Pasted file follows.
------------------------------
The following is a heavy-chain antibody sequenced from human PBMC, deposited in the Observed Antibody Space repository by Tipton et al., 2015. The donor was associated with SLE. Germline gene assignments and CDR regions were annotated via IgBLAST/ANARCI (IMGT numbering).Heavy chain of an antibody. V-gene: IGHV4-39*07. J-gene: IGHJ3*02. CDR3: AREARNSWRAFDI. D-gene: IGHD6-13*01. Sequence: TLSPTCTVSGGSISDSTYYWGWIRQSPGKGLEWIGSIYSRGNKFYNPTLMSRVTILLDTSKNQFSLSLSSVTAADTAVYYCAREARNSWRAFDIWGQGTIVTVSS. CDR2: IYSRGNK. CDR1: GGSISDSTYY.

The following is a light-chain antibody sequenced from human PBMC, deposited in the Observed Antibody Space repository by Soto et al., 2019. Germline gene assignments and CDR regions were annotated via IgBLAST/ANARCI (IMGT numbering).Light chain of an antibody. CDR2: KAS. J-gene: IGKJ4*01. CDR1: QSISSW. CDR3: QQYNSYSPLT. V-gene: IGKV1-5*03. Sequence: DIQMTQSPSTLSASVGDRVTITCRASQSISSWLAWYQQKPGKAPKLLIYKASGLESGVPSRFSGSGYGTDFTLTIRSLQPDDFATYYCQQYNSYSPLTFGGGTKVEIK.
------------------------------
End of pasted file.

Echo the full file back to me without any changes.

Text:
The following is a heavy-chain antibody sequenced from human PBMC, deposited in the Observed Antibody Space repository by Tipton et al., 2015. The donor was associated with SLE. Germline gene assignments and CDR regions were annotated via IgBLAST/ANARCI (IMGT numbering).Heavy chain of an antibody. V-gene: IGHV4-39*07. J-gene: IGHJ3*02. CDR3: AREARNSWRAFDI. D-gene: IGHD6-13*01. Sequence: TLSPTCTVSGGSISDSTYYWGWIRQSPGKGLEWIGSIYSRGNKFYNPTLMSRVTILLDTSKNQFSLSLSSVTAADTAVYYCAREARNSWRAFDIWGQGTIVTVSS. CDR2: IYSRGNK. CDR1: GGSISDSTYY.

The following is a light-chain antibody sequenced from human PBMC, deposited in the Observed Antibody Space repository by Soto et al., 2019. Germline gene assignments and CDR regions were annotated via IgBLAST/ANARCI (IMGT numbering).Light chain of an antibody. CDR2: KAS. J-gene: IGKJ4*01. CDR1: QSISSW. CDR3: QQYNSYSPLT. V-gene: IGKV1-5*03. Sequence: DIQMTQSPSTLSASVGDRVTITCRASQSISSWLAWYQQKPGKAPKLLIYKASGLESGVPSRFSGSGYGTDFTLTIRSLQPDDFATYYCQQYNSYSPLTFGGGTKVEIK.